Charismatic Houston Mayor, Annise Parker stomped over a plethora of editorial opinions and analysis suggesting an election run-off to clinch a third and final two-year tenure. Parker overrun a column of eight challengers with more than 50 percent of the votes, enough to avoid a December runoff. As of press time, 96 percent of the votes have been reported with Mayor Parker polling 57 percent leaving her closest rival Benjamin Hall with a bothersome 28 percent. Hall who rallied his supporters at the House of Dereon quickly conceded, congratulated Mayor Parker, and thanked his supporters for a great campaign season.
Hall went head-to-head with Mayor Parker in the campaign season, and faulted her as a manager who relied on “stagnant tax policies” and abnormal licensing and permit fees as revenue sources. Halls had resumed his campaign track with a pricy TV Ad that touted his scholarly status and love for Houston – and challenged Parker for a ‘talk’ over city issues. The Parker campaign responded with impunity, labeling Hall as “The Man Who Wasn’t There,” for the city, and also depicting him as a tax-evader. These allegations grounded Hall all through the campaign period, and left him gasping in defense, up till the Election Day.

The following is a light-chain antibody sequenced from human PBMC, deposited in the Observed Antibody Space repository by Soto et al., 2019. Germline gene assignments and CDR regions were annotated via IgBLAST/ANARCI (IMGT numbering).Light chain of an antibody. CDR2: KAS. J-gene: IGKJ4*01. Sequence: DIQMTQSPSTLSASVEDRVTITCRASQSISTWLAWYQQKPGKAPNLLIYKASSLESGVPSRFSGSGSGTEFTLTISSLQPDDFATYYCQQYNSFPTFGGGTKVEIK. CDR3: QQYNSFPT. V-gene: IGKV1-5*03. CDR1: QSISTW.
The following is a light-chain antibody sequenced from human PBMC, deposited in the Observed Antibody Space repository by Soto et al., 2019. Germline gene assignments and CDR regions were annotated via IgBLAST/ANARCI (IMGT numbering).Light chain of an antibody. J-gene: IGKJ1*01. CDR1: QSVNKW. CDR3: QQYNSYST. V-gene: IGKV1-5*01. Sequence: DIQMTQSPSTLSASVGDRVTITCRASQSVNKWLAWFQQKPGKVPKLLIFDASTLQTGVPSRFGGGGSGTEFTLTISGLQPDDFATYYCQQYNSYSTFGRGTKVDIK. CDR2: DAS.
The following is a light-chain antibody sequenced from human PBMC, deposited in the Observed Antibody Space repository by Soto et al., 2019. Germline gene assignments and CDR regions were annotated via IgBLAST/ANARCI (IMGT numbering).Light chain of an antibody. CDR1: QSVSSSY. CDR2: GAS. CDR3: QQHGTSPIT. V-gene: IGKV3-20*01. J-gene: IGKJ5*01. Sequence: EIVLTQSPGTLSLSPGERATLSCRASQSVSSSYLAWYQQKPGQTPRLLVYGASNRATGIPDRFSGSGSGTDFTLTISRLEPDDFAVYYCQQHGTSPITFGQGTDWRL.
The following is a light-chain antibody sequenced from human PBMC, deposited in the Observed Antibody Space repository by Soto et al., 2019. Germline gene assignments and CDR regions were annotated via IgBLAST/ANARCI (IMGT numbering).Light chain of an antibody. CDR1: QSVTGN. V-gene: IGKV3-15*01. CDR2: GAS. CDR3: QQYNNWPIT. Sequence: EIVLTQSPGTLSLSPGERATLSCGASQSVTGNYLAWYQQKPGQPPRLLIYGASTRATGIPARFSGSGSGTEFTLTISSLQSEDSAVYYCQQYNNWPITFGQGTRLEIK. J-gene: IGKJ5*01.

Elected first in 2009, Parker won her second term in 2011. Her current victory will allow her a ‘term-limited’ final two more years. In the past four years, Parker had overhauled a troubled police department under Chief Harold Hurtt. In January 2011 for instance, almost one year after Mayor Parker took office, HPD reported a drop in 2010 murders to 7% at 267, compared to 287 from 2009. Similarly, in January 2012 Mayor Parker and Houston Police Chief Charles A. McClelland, Jr. revealed that city murder rate has been the lowest per capita, since 1965 to 198. A 26.4 % drop from the previous year.
Mayor Parker’ accomplishments as the city’s mayor incontestably helped her an easy poll success. She had led Houston through the worst recession in generations and helped advanced the city into a brighter and more sustainable future. Even as the campaign dragged into an eleventh-hour free-for-all campaign punches, President Barack Obama handed down an endorsement to Mayor Parker, praising Parker’s role in rebuilding Houston’s economy and creating a safer city. According to President Obama, “Under Mayor Annise Parker’s leadership, Houstonians have come together to lift their city out of the recession and today, Houston is at the forefront of moving America’s economy forward.”
Flanked by a crowd of supporters and well-wishers, Parker gave her victory speech Tuesday night at the George R. Brown Convention Center, opening her arms once again to embrace a collective prolongation of the mission to make Houston the best city in the United states. Mayor Parker had maintained this all through her electioneering campaign, that “It takes all of us to make Houston the best city in America, and we all share the credit for Houston’s success.”